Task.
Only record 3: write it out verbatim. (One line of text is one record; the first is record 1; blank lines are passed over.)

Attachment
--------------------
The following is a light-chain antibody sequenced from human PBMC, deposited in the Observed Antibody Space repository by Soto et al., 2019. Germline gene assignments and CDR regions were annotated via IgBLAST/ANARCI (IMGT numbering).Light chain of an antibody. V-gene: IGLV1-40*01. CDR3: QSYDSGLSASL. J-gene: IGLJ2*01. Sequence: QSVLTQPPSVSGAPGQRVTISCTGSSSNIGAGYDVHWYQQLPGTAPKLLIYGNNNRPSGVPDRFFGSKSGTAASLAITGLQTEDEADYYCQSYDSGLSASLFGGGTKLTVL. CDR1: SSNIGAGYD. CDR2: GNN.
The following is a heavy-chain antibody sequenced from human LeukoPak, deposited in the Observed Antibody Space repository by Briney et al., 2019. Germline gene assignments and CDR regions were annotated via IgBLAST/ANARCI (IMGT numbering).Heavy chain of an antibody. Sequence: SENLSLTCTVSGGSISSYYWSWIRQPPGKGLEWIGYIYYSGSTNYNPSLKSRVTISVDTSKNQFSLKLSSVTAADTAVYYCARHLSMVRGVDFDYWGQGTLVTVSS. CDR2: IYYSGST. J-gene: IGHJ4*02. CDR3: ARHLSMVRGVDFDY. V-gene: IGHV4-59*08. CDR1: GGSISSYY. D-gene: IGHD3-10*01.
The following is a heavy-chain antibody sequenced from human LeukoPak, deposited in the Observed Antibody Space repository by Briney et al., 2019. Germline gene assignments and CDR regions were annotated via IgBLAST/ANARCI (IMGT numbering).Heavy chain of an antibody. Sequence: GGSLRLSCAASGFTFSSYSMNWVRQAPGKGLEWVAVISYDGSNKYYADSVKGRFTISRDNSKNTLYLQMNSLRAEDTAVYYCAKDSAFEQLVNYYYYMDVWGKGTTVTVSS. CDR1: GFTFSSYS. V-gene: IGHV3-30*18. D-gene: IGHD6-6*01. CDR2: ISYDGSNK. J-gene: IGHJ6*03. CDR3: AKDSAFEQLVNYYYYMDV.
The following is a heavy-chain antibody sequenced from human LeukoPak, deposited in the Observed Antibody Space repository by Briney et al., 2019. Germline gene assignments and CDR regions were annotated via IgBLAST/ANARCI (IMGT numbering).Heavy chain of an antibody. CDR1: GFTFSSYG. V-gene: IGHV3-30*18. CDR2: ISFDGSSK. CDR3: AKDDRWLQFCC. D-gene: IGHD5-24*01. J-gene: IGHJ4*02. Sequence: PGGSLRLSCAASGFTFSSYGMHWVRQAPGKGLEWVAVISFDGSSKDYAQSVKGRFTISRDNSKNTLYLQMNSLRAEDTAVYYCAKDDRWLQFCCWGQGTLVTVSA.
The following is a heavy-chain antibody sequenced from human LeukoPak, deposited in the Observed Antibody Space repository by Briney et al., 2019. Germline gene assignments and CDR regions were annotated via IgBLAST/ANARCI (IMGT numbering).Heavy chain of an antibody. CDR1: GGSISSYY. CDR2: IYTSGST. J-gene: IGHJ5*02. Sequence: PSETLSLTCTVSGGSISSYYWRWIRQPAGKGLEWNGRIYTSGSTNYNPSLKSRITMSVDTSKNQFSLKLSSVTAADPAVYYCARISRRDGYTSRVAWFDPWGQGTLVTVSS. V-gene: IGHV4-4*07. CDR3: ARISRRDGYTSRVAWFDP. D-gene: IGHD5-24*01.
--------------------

The following is a heavy-chain antibody sequenced from human LeukoPak, deposited in the Observed Antibody Space repository by Briney et al., 2019. Germline gene assignments and CDR regions were annotated via IgBLAST/ANARCI (IMGT numbering).Heavy chain of an antibody. Sequence: GGSLRLSCAASGFTFSSYSMNWVRQAPGKGLEWVAVISYDGSNKYYADSVKGRFTISRDNSKNTLYLQMNSLRAEDTAVYYCAKDSAFEQLVNYYYYMDVWGKGTTVTVSS. CDR1: GFTFSSYS. V-gene: IGHV3-30*18. D-gene: IGHD6-6*01. CDR2: ISYDGSNK. J-gene: IGHJ6*03. CDR3: AKDSAFEQLVNYYYYMDV.